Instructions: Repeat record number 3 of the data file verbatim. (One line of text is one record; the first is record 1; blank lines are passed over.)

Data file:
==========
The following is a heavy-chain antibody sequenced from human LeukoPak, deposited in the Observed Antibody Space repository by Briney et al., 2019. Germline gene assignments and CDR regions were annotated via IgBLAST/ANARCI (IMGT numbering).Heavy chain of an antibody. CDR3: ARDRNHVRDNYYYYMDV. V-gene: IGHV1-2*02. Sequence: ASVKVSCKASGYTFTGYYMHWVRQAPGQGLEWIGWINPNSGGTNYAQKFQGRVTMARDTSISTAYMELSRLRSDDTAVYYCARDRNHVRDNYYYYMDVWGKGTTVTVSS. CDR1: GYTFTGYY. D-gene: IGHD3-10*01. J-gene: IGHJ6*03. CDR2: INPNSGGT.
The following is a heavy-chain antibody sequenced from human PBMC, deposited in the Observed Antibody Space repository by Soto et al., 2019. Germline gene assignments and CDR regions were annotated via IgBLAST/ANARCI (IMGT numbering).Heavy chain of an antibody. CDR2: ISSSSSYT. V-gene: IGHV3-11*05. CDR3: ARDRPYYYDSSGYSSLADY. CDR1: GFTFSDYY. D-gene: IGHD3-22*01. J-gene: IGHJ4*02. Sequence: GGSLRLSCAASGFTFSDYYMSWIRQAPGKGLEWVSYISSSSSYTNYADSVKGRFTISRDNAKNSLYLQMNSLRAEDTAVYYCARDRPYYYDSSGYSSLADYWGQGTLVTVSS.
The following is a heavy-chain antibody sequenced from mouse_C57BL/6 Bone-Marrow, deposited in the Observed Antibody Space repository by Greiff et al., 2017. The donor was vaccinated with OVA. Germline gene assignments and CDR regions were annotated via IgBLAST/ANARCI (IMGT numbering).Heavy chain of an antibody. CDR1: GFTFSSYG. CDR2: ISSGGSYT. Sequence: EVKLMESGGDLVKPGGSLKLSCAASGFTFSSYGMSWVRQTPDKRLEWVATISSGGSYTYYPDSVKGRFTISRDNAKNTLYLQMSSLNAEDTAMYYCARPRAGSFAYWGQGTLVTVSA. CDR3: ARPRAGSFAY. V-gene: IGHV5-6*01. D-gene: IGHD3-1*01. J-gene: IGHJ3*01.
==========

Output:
The following is a heavy-chain antibody sequenced from mouse_C57BL/6 Bone-Marrow, deposited in the Observed Antibody Space repository by Greiff et al., 2017. The donor was vaccinated with OVA. Germline gene assignments and CDR regions were annotated via IgBLAST/ANARCI (IMGT numbering).Heavy chain of an antibody. CDR1: GFTFSSYG. CDR2: ISSGGSYT. Sequence: EVKLMESGGDLVKPGGSLKLSCAASGFTFSSYGMSWVRQTPDKRLEWVATISSGGSYTYYPDSVKGRFTISRDNAKNTLYLQMSSLNAEDTAMYYCARPRAGSFAYWGQGTLVTVSA. CDR3: ARPRAGSFAY. V-gene: IGHV5-6*01. D-gene: IGHD3-1*01. J-gene: IGHJ3*01.